John, the stats don't lie in this case. It is definitely more expensive to jail the homeless....and besides, how does jailing solve a problem that will not go away? We need forward thinkers to work on this my friend.

    • billybuc profile image
      Author

      Bill Holland 2 years ago from Olympia, WA

      DJ, that is the first step. I want people out of their comfort level talking about unpleasant things rather than sweeping them out of sight.....I'll settle for conversations right now and action soon to follow....I hope. :)

      Thanks DJ...now get back to writing.

      bill

    • billybuc profile image
      Author

      Bill Holland 2 years ago from Olympia, WA

      breakfastpop, there is no doubt that something is broken. I don't much care who is to blame for this...I just want all sides working on a solution and not fining the hungry in hopes that they will move out of town. Thanks for your thoughts.

    • teaches12345 profile image

      Dianna Mendez 2 years ago

      Your statistics are a real eye opener. As you say, we cannot truly gage how many homeless we have in the US since they are hidden from the radar. I see them everyday walking along the sidewalks in this horrible heat. I wonder how they can survive. As my hubby and I volunteer with the homeless we see many people who just need a helping hand to get back on their feet -- it doesn't take much. Great topic and God bless you for bringing this issue to the front of reader's attention.

    • BruceDPrice profile image

      Bruce Deitrick Price 2 years ago from Virginia Beach, Va.

      Okay I'll take the other side. The word "homeless" is somewhat dishonest because not having a home is not their main problem. In reality, most homeless people are drug addicts, alcoholics, mentally damaged people. You could give them a house on the river and in a few days it would be destroyed or they would've disappeared into the woods. They don't want to be bothered with any of the normal constraints or responsibilities of life. So the question becomes, how big a right do they have to drag everyone else down? People should never forget that the homeless crisis was created in the 1980s when the New York State Hospital system ejected 100,000 people from mental hospitals. What a great idea that was. So these people were out wandering dazed and confused around Manhattan (where I lived at the time), when the week before they were deemed incapable of taking care of themselves! Apparently all this was done to make Reagan look bad. His tax policies were taking off starting about 1982 and the Democrats were eager to say, "Yeah BUT he doesn't care about homeless people."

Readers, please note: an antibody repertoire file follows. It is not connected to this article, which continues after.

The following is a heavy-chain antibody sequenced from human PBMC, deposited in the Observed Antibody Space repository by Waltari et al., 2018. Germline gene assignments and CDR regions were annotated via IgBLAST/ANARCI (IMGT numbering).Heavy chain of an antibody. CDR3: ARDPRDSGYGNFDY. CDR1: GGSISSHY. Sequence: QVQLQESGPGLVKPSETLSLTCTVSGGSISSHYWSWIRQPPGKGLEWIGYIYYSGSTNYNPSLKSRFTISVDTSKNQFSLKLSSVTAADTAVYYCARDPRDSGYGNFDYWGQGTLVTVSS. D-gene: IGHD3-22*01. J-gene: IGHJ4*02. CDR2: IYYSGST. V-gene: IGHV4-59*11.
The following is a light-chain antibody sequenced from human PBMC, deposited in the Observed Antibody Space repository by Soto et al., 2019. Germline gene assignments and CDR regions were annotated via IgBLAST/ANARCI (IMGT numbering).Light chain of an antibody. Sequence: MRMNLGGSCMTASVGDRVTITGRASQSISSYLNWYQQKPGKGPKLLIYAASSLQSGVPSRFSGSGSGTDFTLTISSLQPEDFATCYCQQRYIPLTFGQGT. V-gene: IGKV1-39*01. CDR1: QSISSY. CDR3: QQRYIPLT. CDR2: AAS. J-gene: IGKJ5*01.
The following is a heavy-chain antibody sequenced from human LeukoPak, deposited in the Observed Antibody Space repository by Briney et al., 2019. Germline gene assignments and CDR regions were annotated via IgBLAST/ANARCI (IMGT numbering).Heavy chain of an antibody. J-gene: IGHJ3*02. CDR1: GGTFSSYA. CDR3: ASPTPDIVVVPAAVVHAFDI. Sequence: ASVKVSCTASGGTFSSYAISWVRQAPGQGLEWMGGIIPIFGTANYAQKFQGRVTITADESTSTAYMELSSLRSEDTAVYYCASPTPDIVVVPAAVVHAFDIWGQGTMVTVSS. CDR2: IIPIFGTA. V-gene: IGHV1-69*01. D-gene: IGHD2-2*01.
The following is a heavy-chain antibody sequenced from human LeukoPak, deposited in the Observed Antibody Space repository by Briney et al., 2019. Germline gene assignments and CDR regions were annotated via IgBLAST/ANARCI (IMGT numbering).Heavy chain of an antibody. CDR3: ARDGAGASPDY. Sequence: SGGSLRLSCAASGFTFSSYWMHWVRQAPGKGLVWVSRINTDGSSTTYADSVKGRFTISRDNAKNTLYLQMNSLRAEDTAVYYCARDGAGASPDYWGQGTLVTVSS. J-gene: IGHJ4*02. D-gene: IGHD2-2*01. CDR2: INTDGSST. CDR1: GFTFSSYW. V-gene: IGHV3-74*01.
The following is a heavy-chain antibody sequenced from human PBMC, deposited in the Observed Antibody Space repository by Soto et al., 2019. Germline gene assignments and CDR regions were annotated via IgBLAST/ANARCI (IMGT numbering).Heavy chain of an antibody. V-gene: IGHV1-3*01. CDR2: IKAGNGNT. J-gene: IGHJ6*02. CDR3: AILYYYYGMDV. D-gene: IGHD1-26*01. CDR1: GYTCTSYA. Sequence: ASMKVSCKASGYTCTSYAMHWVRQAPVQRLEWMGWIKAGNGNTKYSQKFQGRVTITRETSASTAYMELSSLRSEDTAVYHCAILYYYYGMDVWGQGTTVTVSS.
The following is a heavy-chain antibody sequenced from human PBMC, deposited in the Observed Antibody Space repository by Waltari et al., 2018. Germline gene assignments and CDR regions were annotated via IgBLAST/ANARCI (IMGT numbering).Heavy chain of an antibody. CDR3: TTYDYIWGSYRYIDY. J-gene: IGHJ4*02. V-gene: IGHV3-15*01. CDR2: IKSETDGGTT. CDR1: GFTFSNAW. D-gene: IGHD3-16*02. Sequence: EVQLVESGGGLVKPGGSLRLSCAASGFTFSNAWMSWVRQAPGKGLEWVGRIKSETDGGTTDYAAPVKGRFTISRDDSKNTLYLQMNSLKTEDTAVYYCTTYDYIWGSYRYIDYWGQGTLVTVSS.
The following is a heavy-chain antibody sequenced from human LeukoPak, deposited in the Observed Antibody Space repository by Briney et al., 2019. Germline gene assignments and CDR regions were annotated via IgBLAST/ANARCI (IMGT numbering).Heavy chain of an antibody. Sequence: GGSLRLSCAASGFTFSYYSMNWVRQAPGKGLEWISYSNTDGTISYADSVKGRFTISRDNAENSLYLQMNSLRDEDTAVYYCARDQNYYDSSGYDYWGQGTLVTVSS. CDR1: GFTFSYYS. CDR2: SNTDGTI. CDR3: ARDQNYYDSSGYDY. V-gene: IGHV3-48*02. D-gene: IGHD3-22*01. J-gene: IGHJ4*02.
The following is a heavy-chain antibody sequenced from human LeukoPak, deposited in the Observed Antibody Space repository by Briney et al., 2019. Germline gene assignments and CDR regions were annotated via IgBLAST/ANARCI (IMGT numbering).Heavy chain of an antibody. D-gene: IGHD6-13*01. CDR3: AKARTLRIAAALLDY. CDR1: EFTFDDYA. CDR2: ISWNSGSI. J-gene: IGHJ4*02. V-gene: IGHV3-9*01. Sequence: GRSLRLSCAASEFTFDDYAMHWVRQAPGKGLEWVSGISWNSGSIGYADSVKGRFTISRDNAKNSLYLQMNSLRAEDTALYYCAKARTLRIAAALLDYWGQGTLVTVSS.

• billybuc profile image
      Author

      Bill Holland 2 years ago from Olympia, WA

      Bruce, it's always interesting to read both sides of an issue. Thanks for sharing your thoughts on this. I'm not here to debate with anyone. I figure they can write their own articles. :)

    • billybuc profile image
      Author

      Bill Holland 2 years ago from Olympia, WA

      Thank you Dianna, and bless you for working with these people. I know I was homeless once, and it was not a choice, and I made it because of people like you and your husband.